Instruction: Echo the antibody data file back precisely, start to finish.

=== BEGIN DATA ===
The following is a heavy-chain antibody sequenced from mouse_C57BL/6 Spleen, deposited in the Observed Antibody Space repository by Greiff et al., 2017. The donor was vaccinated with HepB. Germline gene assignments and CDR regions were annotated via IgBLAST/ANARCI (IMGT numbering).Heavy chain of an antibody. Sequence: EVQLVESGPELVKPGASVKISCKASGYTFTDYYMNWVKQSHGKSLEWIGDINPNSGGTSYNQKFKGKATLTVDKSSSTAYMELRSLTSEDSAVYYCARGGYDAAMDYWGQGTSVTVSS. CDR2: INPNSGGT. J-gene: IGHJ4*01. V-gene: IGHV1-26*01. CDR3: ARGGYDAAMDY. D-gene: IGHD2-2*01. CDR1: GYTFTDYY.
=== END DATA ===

The following is a heavy-chain antibody sequenced from mouse_C57BL/6 Spleen, deposited in the Observed Antibody Space repository by Greiff et al., 2017. The donor was vaccinated with HepB. Germline gene assignments and CDR regions were annotated via IgBLAST/ANARCI (IMGT numbering).Heavy chain of an antibody. Sequence: EVQLVESGPELVKPGASVKISCKASGYTFTDYYMNWVKQSHGKSLEWIGDINPNSGGTSYNQKFKGKATLTVDKSSSTAYMELRSLTSEDSAVYYCARGGYDAAMDYWGQGTSVTVSS. CDR2: INPNSGGT. J-gene: IGHJ4*01. V-gene: IGHV1-26*01. CDR3: ARGGYDAAMDY. D-gene: IGHD2-2*01. CDR1: GYTFTDYY.